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    A study into how children can effectively use models and images to help understand place value
    (Lesson Study UK and Camtree: the Cambridge Teacher Research Exchange, 2013) St Aloysius’ Catholic Infant School Lesson Study Group,
    Background: The setting is an urban infant school in an area of higher-than average deprivation. The overall focus of the school’s lesson study pilot was to look into ways of developing models and images to effectively develop our Year 2 children’s basic understanding of place value. Aims: The main aim of the study was to improve pupils' understanding of how to use Dienes' apparatus to partition 2-digit and 3-digit numbers, and to use this understanding to aid in their learning and understanding of addition and subtraction strategies. Methods: A lesson study approach was used to teach pupils how to use Dienes' apparatus to partition 2-digit and 3-digit numbers. Close observation of case pupils informed changes in approach in lessons 2 and 3 of the sequence. Specifically, the role and purpose of Diene’s apparatus was made very explicit and their use was modelled by the teacher and in whole-class activities. Findings: The lesson study helped teachers understand the importance of pacing and matching work to students' current understanding. Teachers had assumed too much about children’s understanding and had focused on the visual and concrete elements of the Diene’s apparatus instead of the abstract thinking behind the structure of the blocks. Once the children were more secure in their use of Dienes' apparatus, this aided their understanding of partitioning 2-digit and 3-digit numbers, which will impact future learning and aid in addition and subtraction. Implications: Future teaching will focus on allowing sufficient time for concept development, explaining resources, and tracking individual progress. Outcomes will be shared with other staff and lesson study will be used to improve teaching across the curriculum.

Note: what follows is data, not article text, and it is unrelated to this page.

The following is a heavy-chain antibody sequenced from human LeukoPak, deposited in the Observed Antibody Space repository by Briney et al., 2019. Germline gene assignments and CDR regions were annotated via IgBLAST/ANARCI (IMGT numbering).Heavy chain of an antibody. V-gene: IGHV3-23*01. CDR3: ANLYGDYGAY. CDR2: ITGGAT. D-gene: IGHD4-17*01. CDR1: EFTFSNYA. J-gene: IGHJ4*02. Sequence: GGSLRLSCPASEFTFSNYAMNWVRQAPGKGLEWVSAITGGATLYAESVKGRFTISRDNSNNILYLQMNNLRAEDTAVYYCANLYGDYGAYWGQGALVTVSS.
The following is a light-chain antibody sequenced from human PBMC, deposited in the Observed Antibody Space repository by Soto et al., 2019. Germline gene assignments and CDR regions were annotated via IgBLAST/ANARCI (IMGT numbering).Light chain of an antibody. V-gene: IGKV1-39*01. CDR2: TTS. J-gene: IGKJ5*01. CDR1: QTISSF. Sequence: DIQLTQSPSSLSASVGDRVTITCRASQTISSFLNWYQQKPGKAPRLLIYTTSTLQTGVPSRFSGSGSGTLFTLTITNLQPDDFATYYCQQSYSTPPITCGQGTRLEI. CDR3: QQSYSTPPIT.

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    The irreducible learning core in mathematics, with a focus on the role of place value in calculation